Vector and Pest Control in Refugee Situations (United Nations High Commission for Refugee, 1997, 124 p.)
 (introduction...) Preface 1. Introduction 2. Factors influencing the spread of vectors in refugee camps 3. Arthropods of medical importance 4. Mosquitos 5. Non-biting flies 6. Lice 7. Fleas 8. Bed bugs 9. Human scabies mites 10. Ticks 11. Other arthropods of medical importance 12. Snails hosts of schistosomes 13. Commensal rodents 14. Organisation of a control programme 15. Pesticides 16. Safe use of insecticides Glossary Bibliographic selection Annex 1. Some arthropods and their importance to health Annex 2. Morphological characteristics of some arthropods of medical importance Annex 3. Reporting form for spraying operations Annex 4. Calculation of the quantity of solution and insecticide for use in treatments Annex 5. Determination of the insecticide concentration for use in a sprayer Annex 6. Preparation of a solution from an insecticide formulation Annex 7. Preparation of a solution from an emulsifiable concentrate Annex 8. Calculation of the quantity and dilution of insecticide for use in impregnation of fabrics Annex 9. Calculation of the quantity of molluscicide for use in a waterway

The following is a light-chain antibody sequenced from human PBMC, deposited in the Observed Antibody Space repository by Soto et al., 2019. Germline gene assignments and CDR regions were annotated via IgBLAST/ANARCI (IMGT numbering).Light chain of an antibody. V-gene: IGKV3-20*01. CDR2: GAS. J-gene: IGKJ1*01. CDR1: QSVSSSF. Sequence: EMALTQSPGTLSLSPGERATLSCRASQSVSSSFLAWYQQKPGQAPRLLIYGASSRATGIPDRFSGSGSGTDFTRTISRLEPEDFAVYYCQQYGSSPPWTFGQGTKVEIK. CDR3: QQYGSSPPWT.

### Annex 6. Preparation of a solution from an insecticide formulation

In order to prepare a suspension or a solution from a given formulation of a pesticide in wettable powder or emulsifiable concentrate form, the following formula must be applied:

where

X = quantity of formulation necessary
A = desired concentration
B = desired quantity of solution
C = concentration of a.i. in the formulation
D = 1 if X and B are expressed in kg or litres; D=8.33 if X and B are expressed in pounds or US gallons and D=10 if X and B are expressed in pounds or imperial (UK) gallons.

Example:

To obtain 100 litres of a 2.5% solution from an insecticide formulation containing 50% a.i.:

Therefore 5 kg or 5 litres of insecticide formulation have to be mixed with 100 litres of water to obtain the solution at the concentration required for filling the pumps.

N.B. When using powders for suspensions, the powder should be put into a receptacle with a little water, and mixed to obtain a paste. This paste should then be thinned by adding small quantities of water until the desired volume is attained and the resulting mixture poured through a filter into the tank.